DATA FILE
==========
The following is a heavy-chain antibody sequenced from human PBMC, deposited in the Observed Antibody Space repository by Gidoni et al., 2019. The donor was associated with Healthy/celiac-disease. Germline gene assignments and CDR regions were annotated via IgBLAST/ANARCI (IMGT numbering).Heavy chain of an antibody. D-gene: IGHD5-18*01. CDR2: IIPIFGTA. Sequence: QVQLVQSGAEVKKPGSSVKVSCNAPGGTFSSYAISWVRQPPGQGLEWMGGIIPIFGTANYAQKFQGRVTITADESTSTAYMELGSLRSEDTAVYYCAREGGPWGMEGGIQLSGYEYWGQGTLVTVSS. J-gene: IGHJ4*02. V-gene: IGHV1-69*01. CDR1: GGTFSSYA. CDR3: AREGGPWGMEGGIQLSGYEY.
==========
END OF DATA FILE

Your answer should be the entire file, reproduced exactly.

The following is a heavy-chain antibody sequenced from human PBMC, deposited in the Observed Antibody Space repository by Gidoni et al., 2019. The donor was associated with Healthy/celiac-disease. Germline gene assignments and CDR regions were annotated via IgBLAST/ANARCI (IMGT numbering).Heavy chain of an antibody. D-gene: IGHD5-18*01. CDR2: IIPIFGTA. Sequence: QVQLVQSGAEVKKPGSSVKVSCNAPGGTFSSYAISWVRQPPGQGLEWMGGIIPIFGTANYAQKFQGRVTITADESTSTAYMELGSLRSEDTAVYYCAREGGPWGMEGGIQLSGYEYWGQGTLVTVSS. J-gene: IGHJ4*02. V-gene: IGHV1-69*01. CDR1: GGTFSSYA. CDR3: AREGGPWGMEGGIQLSGYEY.